Recently Omar was interviewed by a business undergrad at Ryerson University. I'm posting this for all of those interested in the site to gain a little more in depth understanding on how it is run, and what issues it currently faces. I have edited the transcript to make it more readable.
Daniel Liu: Hey, I'm an undergrad at Ryerson University and I'm writing an assignment on ProductWiki, I am wondering if you can help me out with a few questions.
Omar Ismail: Sure thing.
Daniel Liu: It's actually an executive summary, I'm not sure if you've heard of my professor but he is a venture capitalist and the producer of Dragons Den: Sean Wise.
Omar Ismail: Oh yeah, I've met Sean before, at the Mesh 2007 conference. Cool guy.
Daniel Liu: Thanks for taking the time to do this.
Omar Ismail: No problem.
Daniel Liu: Ok, great. What adversity have you faced with ProductWiki and how did you overcome it?
Omar Ismail: Apathy. Most people just don't care about something unless it's providing value and service to them NOW. People aren't patient and ready to wait to see/help you realize your potential (for the most part). It's a constant challenge, and the only way to resolve it is to actually make the service better. As we improve more and more people will get utility out of what we're offering, until everyone will.
Daniel Liu: Through the three partners, whom would you say is the business savvy one? The one with the most knowledge of the market and the one with the most experience?
Omar Ismail: Erik has the most experience, and is great with the finances, Amanie keeps everything running smoothly and efficiently internally, and I'm good with speaking and presenting the company publically. Not sure if that answers your question specifically, but we really split the roles up for who does each thing specifically the best.
Daniel Liu: How have your sales/profits been from since you started in 2005? All of your revenue is generated through people that source your website, right?
Omar Ismail: We make money through advertisements, specifically the "Where to buy" section. It's a combination of: Shopping.com PPC, eBay CPA, and Amazon CPA. We also monetize a bit through AdSense, but not much. We've bootstrapped the entire organization and are currently profitable. We have 4 full-time employees, 1 major contractor, and other minor contractors.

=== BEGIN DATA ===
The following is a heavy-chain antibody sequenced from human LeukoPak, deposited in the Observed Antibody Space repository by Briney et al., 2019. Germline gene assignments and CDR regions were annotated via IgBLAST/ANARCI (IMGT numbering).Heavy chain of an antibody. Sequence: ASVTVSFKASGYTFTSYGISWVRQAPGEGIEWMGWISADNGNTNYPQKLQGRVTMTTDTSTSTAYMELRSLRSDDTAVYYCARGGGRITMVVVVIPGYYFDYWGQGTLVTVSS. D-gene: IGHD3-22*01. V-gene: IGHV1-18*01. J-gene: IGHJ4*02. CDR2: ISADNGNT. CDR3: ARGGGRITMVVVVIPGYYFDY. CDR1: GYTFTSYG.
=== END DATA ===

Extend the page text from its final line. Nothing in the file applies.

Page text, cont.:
Daniel Liu: I read on the site that in the first year you guys had about 13,000 product reviews, what is it at now?
Omar Ismail: We currently have over 20,000 product reports on the site, with around 8,000 of them being high quality. We started off focusing on quantity over quality in hopes that people would improve the quality over time. That didn't work out, so we shifted the internal focus on quality to give an example of what we're striving for, for all products.
Daniel Liu: About the industry size/structure, how big is it, what stage is it in, and how does ProductWiki fit in the industry's value chain?
Omar Ismail: The broader industry is huge, and very mature (relative to the web). We're a cutting edge up-and-comer looking to disrupt quite a few big players. In the product buying lifecycle we're in the research stage, but leaning towards the product purchase side.
Daniel Liu: Why would you say ProductWiki is the solution/company that will win in this market?
Omar Ismail: It's been our mission and vision from day one to provide real value and use to the Internet as a whole. I think the community gravitates around that, and ultimately it'll be the community that makes any service a success. Our focus on high quality attracts a high quality community.
Daniel Liu: What is next for ProductWiki?
Omar Ismail: If we had only one "next thing" to work on we'd be screwed. What continues is improving the site for the community (getsatisfaction is great). Also, making the content more easily redistributable through API access allows the useful information [found on ProductWiki] to be used and shared in all sorts of different contexts.
Daniel Liu: What are some of the milestones that ProductWiki has achieved?
Omar Ismail: Providing a service that's useful enough that has attracted enough attention where we could afford to pay ourselves living wages and grow beyond that. Hiring our first employee was pretty big.
Daniel Liu: That was the last question, thank you so much for helping me out.
Omar Ismail: No problem, it was my pleasure.